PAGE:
xt705q4rn24s https://exploreuk.uky.edu/dips/xt705q4rn24s/data/mets.xml The Kentucky Kernel Kentucky -- Lexington The Kentucky Kernel 1972-09-13 Earlier Titles: Idea of University of Kentucky, The State College Cadet newspapers  English   Contact the Special Collections Research Center for information regarding rights and use of this collection. The Kentucky Kernel  The Kentucky Kernel, September 13, 1972 text The Kentucky Kernel, September 13, 1972 1972 1972-09-13 2020 true xt705q4rn24s section xt705q4rn24s Q , .
y Vol. LXIV No. 10 an independent student newspaper
Wednesday, September 13, 1972 University of Kentucky
5 Eight pages Lexington, Kentucky 40506
E _
O .
_ Thievery, forgery, attempted rope are all there * . r 5 , . tit :
_ By NEILL MORGAN offences were reported in the Commerce and battery. breaking and entering, in- 35 _ - 1. 5g:
Assistant Managing Editor Building and the combined total for decent exposure and forgery amounted to 3....“ s“ ' . i I . = " "
Statistically, you are more susceptible to Haggin. Holmes, Donovan and Blazer three percent of those reported. .2... ' h .. 55
crime on campus during the mid af— Halls was slightly less than five percent. Just complaints » 55 .55 i 535. ~52»?
ternoon than at midnight. You are more (The offences reported are those involving The statistics also indicate that only 15 52 .- :53: 5 5 _
likely to have something ripped off if you campus police directly in their in- percent of all offences reported resulted in 2‘ 5 ~ , _"
- ' work in the Medical Center rather than the vestigation.) arrests. However. Burch said the offences 5 g?” "i i 2.55”. ,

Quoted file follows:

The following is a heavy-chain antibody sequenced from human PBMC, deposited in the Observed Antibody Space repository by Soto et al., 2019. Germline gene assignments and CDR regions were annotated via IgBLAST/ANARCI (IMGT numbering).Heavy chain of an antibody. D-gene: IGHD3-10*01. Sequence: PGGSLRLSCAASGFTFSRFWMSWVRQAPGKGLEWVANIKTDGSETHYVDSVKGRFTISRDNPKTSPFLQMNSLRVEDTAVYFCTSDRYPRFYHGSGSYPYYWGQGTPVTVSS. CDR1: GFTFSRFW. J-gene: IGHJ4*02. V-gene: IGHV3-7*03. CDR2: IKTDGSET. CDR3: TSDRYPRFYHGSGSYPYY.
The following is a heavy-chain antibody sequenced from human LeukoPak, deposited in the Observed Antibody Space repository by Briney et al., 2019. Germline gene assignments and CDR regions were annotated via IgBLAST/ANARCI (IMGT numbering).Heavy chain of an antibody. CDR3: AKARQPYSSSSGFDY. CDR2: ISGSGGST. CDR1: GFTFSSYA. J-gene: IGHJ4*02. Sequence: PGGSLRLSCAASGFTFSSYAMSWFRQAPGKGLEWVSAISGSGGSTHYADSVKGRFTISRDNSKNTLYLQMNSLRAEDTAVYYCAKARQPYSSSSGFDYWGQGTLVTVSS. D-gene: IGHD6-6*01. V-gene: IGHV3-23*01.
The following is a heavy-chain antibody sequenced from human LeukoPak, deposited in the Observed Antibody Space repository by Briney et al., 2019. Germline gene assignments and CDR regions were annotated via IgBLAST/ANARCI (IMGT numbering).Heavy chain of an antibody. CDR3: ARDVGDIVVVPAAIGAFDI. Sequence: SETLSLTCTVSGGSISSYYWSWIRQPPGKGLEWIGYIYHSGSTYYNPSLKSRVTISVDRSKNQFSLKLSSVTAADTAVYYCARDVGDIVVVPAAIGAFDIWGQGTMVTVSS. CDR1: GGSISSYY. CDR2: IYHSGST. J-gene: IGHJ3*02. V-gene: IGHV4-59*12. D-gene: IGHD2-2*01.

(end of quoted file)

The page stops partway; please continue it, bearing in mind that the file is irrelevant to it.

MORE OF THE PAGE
Commerce Bulding, if you live in the The reason for such large concentrations reported do not always turn out to be of— ‘2 . «5:
Complex rather than one of the other is “the most crimes simply occur where fences at all. He says they are really just 5 ‘25“ 3:5 _
. dorms. and when the most people conjugate,"said complaints investigated by the campus - 55
According to statistics compiled by the Joe Burch, director of public safety police. 5 _ . 5' ‘55 .
campus police for the last fiscal year division. However. he said most of the According to Burch many of the crimes 2\ L - 5 5. W
(FY1972), 25 percent of all offences crimes reported during the day are small committed on the campus are by people "» 5' " 5
reported to them take place between 2 offences like petty larceny. thefts valued who have no connection with the ‘ ¥_- " “ A '
pm. and 6pm. in the afternoon. However. at less than $100. Serious offences tend to L'niversity. A crime like petty larceny can -5 \'. I
‘ ' 5 only 10 percent occurr between 10 pm. and occurr at night he said. be committed by anyone passing through a 55 ' ~
_ midnight and nine percent between Among lesser crimes. petty larceny and building who sees a purse laying around, ”K5, 5 ;.
midnight and 2 am. \andalism make up 35 percent of the total he said. He said many of the moving traffic . 2 252 5 .
The lowest amount for any two hours offences reported in FY1972. In addition violations on and around the campus were .35. 22?...“
period.three percent.took place between 6 crimes like loitering. public drunkeness committed by peopletust passmg through. 253555552 . 2.722. . ' 5 _
am. and 8 am. and shoplifting amounted for four percent Before. their job was redefined by state .2‘2fi2 ““ 5 ., ,
L948 offences of those reported. law. Burch said the campus police would 2 __ 5.5 .. . 5 5
‘ ()f 1.948 offences reported in FY 1972, 23 Among serious crimes. grand larceny, have to make a physical arrest in these Another epl80d950f the man vs' madm‘e